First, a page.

After the \hrulefill in the MWE, I diagnostically redefine \mathchoice to count how many boxes are being made, before downselecting the final box to typeset. As is demonstrated, every time you can fix in advance the mathstyle for a particular invocation of \text (which is often known from the context of the problem), the number of boxes created for that invocation drops from 4 to 1.

\documentclass{article}
\usepackage{upgreek} % for \upiota
\usepackage{rotating} % for \rotatebox
\usepackage{amsmath} % for \text
\usepackage{accsupp} % for the right Unicode codepoint

\newcommand*{\trnupiota}{\mathord{%
  \BeginAccSupp{method=hex,unicode,ActualText=2129}%
    \text{\raisebox{\depth}{\rotatebox{180}{\(\upiota\)}}}% % with \text
  \EndAccSupp{}}}

\def\Dtext#1{{\renewcommand\mathchoice[4]{##1}\text{#1}}}% FORCE \displaystyle
\def\Ttext#1{{\renewcommand\mathchoice[4]{##2}\text{#1}}}% FORCE \textstyle
\def\Stext#1{{\renewcommand\mathchoice[4]{##3}\text{#1}}}% FORCE \scriptstyle
\def\stext#1{{\renewcommand\mathchoice[4]{##4}\text{#1}}}% FORCE \scriptscriptstyle

\begin{document}

\(\trnupiota x \,(x \ge 0 \wedge x^{2} = 2)\)
  % denotes the square root of 2, which is by convention non-negative

\(\trnupiota + a_{\trnupiota + a_{\trnupiota}}\)
  % scales correctly

The following redefinition of the macro \verb|\trnupiota| will allow an 
optional  argument D, T, S, or s to force the mathstyle of \verb|\text|, 
thus saving on the inefficiency of \verb|\mathchoice|.

\renewcommand*{\trnupiota}[1][]{\mathord{%
  \BeginAccSupp{method=hex,unicode,ActualText=2129}%
    \csname#1text\endcsname%
    {\raisebox{\depth}{\rotatebox{180}{\(\upiota\)}}}% % with \text
  \EndAccSupp{}}}

\(\trnupiota[D] + a_{\trnupiota[S] + a_{\trnupiota[s]}}\)
  % scales correctly

\hrulefill

To see how this works, let's have \verb|\mathchoice| count the boxes.

\let\svmathchoice\mathchoice
\newcounter{bxcnt}
\renewcommand\mathchoice[4]{\svmathchoice%
  {\stepcounter{bxcnt}#1}%
  {\stepcounter{bxcnt}#2}%
  {\stepcounter{bxcnt}#3}%
  {\stepcounter{bxcnt}#4}%
}
\def\Dtext#1{{\renewcommand\mathchoice[4]{\stepcounter{bxcnt}##1}\text{#1}}}
\def\Ttext#1{{\renewcommand\mathchoice[4]{\stepcounter{bxcnt}##2}\text{#1}}}
\def\Stext#1{{\renewcommand\mathchoice[4]{\stepcounter{bxcnt}##3}\text{#1}}}
\def\stext#1{{\renewcommand\mathchoice[4]{\stepcounter{bxcnt}##4}\text{#1}}} 
\newcommand\boxcount{\par\thebxcnt\ mathchoice boxes made\setcounter{bxcnt}{0}}


\(\trnupiota + a_{\trnupiota + a_{\trnupiota}}\)
  % scales correctly
\boxcount

\(\trnupiota + a_{\trnupiota + a_{\trnupiota[s]}}\)
\boxcount

\(\trnupiota + a_{\trnupiota[S] + a_{\trnupiota[s]}}\)
\boxcount

\(\trnupiota[D] + a_{\trnupiota[S] + a_{\trnupiota[s]}}\)
\boxcount
\end{document}

enter image description here

In the first example after the \hrulefill, each of the three \trnupiota instances are boxed four times each resulting in 4+4+4=12 boxes. When one of the instances is hardwired in the 2nd example, the number of boxes is 4+4+1=9 boxes; For the 3rd example, it is 4+1+1=6 boxes; and in the last example, it is 1+1+1=3 boxes made.

1

As the name of the command implies, \text is intended for natural language text that needs to adapt to the current math context. using it as suggested here as a purely math context is misusing the command which makes it rather inefficient and not guaranteed to produce the correct font size.

If you use \text{hello $x+y$} in the context of a superscript then you get the setting that latex would use for \scriptsize hello $x+y$ this means that (the first time it is used) LaTeX has the cost of setting up all the math fonts for that text size, but more importantly $x+y$ will be set at the math \textfont size for the text size \scriptsize. Both the size of \scriptsize, and the size of the math fonts declared for that text font size are arbitrary sizes set by the class in use and may not be the same same size as \scriptfont in the current text size.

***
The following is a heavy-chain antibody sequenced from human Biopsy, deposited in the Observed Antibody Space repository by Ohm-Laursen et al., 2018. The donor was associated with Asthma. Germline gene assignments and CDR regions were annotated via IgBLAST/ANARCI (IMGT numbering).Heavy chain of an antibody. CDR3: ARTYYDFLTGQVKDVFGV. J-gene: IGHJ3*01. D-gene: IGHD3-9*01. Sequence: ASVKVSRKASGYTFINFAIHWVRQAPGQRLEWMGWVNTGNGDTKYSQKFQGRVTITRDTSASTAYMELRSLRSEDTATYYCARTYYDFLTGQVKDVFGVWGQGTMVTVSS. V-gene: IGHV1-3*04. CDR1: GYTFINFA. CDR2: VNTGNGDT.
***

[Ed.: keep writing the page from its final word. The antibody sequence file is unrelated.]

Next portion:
In a case where you need to set hello with text formatting at a size determined by the outer math expression then \text is a good option.

If however you just want to use a box containing math set at the current \scriptfont size it is better to use \mathchoice, passing in the current style, so\scriptstyle` in superscripts.

The macro \mathpalette in latex, inherited from plain, is designed fro exactly this use. It calls the \mathcoice primitive, to a supplied macro that is passed the current style as first argument. The second argument is normally the user-supplied argument such as the argument of \phantom or \root but here the command being defined takes no argument, so I pass in {}

enter image description here

\documentclass{article}
\usepackage{upgreek} % for \upiota
\usepackage{rotating} % for \rotatebox
\usepackage{amsmath} % for \text
\usepackage{accsupp} % for the right Unicode codepoint

\newcommand*{\trnupiota}{\mathord{%
  \BeginAccSupp{method=hex,unicode,ActualText=2129}%
    \text{\raisebox{\depth}{\rotatebox{180}{\(\upiota\)}}}% % with \text
  \EndAccSupp{}}}
\newcommand*{\trnupiotaNoText}{\mathord{%
  \BeginAccSupp{method=hex,unicode,ActualText=2129}%
    \raisebox{\depth}{\rotatebox{180}{\(\upiota\)}}}% % without \text
  \EndAccSupp{}}
\newcommand*{\trnupiotamp}{\mathord{%
  \BeginAccSupp{method=hex,unicode,ActualText=2129}%
    \mathpalette\trnupiotampx{}%
  \EndAccSupp{}}}

\newcommand*\trnupiotampx[1]{\raisebox{\depth}{\rotatebox{180}{\(#1\upiota\)}}}% % with \text
\begin{document}

\(\trnupiota x \,(x \ge 0 \wedge x^{2} = 2)\)
  % denotes the square root of 2, which is by convention non-negative

\(\trnupiota + a_{\trnupiota + a_{\trnupiota}}\)
  % scales correctly

\(\trnupiotaNoText + a_{\trnupiotaNoText + a_{\trnupiotaNoText}}\)
  % doesn't scale correctly

\(\trnupiotamp + a_{\trnupiota + a_{\trnupiota}}\)
  % scales even more correctly

\end{document}